Ernest Dale Tubb was born in 1914 on a farm in Ellis County, Texas. Captivated by the recordings of Jimmie Rodgers, he learned to play guitar, met Jimmie's widow, and yodeled and sang like the "Singing Brakeman." But the Jimmie Rodgers style did not suit ET, and when he had his tonsils removed in 1939 he could no longer yodel. As his voice changed, he developed a nasal, twangy singing style that would be distinctively Ernest Tubb. By 1940 ET's personal appearances were increasingly popular, he had a radio show on a Fort Worth station, and he was recording for Decca.
In 1941 ET enjoyed an enormous hit, "Walking the Floor Over You," which eventually sold more than a million copies. ET moved to Nashville in 1941 as a member of the Grand Ole Opry. He became the first entertainer to use an electric guitar on the Opry. Now known as the "Texas Troubadour," ET used his growing popularity to shift the emphasis on C&W from Hillbilly to Western. In 1947 ET opened the Ernest Tubb Record Shop around the corner from the Ryman Auditorium, home of the Grand Ole Opry. A live broadcast, the Midnight Jamboree Radio Show, emanated from ET's shop after each Saturday night Opry show. Also in 1947, ET became the first Country artist to play New York's Carnegie Hall.
Tubb and his band, the Texas Troubadours, recorded one hit after another. Of 54 singles recorded in the 15 years after 1944, only four failed to crack the Top Ten, and these four made the Top Fifteen. "Have You Ever Been Lonely" was one of the thirteen hit singles in 1949. His favorite song, "Waltz Across Texas," was recorded in 1964. The Texas Troubadour was elected to the CMA Hall of Fame in 1965, and later he was inducted into the CMA and the Nashville Songwriters Hall of Fame. Even after contracting emphysema, he continued to make over 200 personal appearances a year, carrying an oxygen tank on his bus. After each performance the Texas Troubadour was the last person to leave the auditorium, shaking hands and signing autographs with every fan who wanted to stay. Health problems finally halted his performances in 1982, and he died two years later.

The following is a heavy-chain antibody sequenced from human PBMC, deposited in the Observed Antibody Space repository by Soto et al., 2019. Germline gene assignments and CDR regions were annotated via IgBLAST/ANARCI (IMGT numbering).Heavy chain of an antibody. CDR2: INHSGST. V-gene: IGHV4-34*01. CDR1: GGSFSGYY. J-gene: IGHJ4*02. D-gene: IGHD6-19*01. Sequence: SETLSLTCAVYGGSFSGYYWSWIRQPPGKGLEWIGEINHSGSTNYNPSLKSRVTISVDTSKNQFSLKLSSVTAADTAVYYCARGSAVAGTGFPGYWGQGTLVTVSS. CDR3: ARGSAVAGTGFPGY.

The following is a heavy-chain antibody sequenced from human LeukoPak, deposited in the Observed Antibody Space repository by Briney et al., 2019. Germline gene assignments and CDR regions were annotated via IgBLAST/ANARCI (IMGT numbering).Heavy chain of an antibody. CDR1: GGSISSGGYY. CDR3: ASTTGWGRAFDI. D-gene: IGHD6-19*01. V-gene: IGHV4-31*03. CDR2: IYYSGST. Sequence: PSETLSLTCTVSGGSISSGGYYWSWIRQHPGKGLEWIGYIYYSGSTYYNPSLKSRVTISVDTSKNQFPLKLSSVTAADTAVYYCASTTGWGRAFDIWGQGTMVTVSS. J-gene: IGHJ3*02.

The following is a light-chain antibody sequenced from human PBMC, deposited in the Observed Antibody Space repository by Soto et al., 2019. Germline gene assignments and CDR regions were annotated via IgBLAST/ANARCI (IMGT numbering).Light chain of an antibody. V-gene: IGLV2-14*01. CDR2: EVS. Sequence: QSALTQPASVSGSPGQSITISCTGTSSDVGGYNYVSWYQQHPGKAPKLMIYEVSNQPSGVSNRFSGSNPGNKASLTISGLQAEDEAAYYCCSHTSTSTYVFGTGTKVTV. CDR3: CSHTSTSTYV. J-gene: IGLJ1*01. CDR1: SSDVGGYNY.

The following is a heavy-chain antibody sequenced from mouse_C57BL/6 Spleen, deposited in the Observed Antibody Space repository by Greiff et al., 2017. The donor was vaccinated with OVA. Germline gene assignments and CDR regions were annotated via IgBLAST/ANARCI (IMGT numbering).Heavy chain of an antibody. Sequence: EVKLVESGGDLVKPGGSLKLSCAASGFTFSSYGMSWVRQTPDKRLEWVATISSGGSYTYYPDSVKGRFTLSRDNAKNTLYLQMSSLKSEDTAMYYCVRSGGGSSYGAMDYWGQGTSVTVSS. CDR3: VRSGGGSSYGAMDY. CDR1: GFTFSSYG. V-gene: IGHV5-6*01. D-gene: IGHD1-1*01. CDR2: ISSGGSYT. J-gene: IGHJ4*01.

Hank Thompson was born in 1925 beside the Brazos River in Waco. He grew up listening to the Grand Ole Opry and to country artists on 78 records. As a boy he won talent contests with his harmonica. But after watching a Gene Autry movie, he yearned to play the guitar. His parents bought a second-hand guitar for four dollars as a Christmas present.
"A lot of people heard Hank Thompson for the first time on ships," he reminisced. "They didn't have much choice unless they wanted to jump overboard." After the war Hank used the GI Bill to attend Princeton, SMU and the University of Texas. When he returned to Waco, he landed a noontime radio show, then organized a band, The Brazos Valley Boys. Tex Ritter, at the height of his popularity, heard Hank and the Brazos Valley Boys and arranged a contract with Capitol Records. Hank immediately recorded hits with "Humpty-Dumpty Heart" and "Today." Hank would chart hits in five different decades, including "The Wild Side of Life," "Rub-a-Dub," "Smokey the Bear," "The Older the Violin, the Sweeter the Music," and "A Six Pack to Go." Hank would eventually sell over 60 million records.